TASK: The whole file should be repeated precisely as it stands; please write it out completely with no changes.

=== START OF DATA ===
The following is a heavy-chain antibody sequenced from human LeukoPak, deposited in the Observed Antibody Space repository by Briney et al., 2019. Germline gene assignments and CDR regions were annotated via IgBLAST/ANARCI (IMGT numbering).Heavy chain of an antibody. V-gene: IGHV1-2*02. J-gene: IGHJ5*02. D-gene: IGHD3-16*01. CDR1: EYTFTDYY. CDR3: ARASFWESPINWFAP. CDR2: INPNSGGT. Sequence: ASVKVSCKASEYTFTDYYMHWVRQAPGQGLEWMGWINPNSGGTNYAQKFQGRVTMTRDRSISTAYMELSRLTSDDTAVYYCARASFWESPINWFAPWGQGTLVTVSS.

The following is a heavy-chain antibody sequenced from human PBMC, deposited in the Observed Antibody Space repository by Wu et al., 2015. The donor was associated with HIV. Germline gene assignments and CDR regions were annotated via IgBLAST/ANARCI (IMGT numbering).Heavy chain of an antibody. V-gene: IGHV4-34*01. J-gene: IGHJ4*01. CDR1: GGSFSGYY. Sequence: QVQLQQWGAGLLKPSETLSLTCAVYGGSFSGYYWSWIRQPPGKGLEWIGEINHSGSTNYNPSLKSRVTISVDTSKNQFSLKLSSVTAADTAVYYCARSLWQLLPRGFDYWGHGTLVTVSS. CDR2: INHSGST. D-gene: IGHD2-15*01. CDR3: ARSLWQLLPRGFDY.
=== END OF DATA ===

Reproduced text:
The following is a heavy-chain antibody sequenced from human LeukoPak, deposited in the Observed Antibody Space repository by Briney et al., 2019. Germline gene assignments and CDR regions were annotated via IgBLAST/ANARCI (IMGT numbering).Heavy chain of an antibody. V-gene: IGHV1-2*02. J-gene: IGHJ5*02. D-gene: IGHD3-16*01. CDR1: EYTFTDYY. CDR3: ARASFWESPINWFAP. CDR2: INPNSGGT. Sequence: ASVKVSCKASEYTFTDYYMHWVRQAPGQGLEWMGWINPNSGGTNYAQKFQGRVTMTRDRSISTAYMELSRLTSDDTAVYYCARASFWESPINWFAPWGQGTLVTVSS.

The following is a heavy-chain antibody sequenced from human PBMC, deposited in the Observed Antibody Space repository by Wu et al., 2015. The donor was associated with HIV. Germline gene assignments and CDR regions were annotated via IgBLAST/ANARCI (IMGT numbering).Heavy chain of an antibody. V-gene: IGHV4-34*01. J-gene: IGHJ4*01. CDR1: GGSFSGYY. Sequence: QVQLQQWGAGLLKPSETLSLTCAVYGGSFSGYYWSWIRQPPGKGLEWIGEINHSGSTNYNPSLKSRVTISVDTSKNQFSLKLSSVTAADTAVYYCARSLWQLLPRGFDYWGHGTLVTVSS. CDR2: INHSGST. D-gene: IGHD2-15*01. CDR3: ARSLWQLLPRGFDY.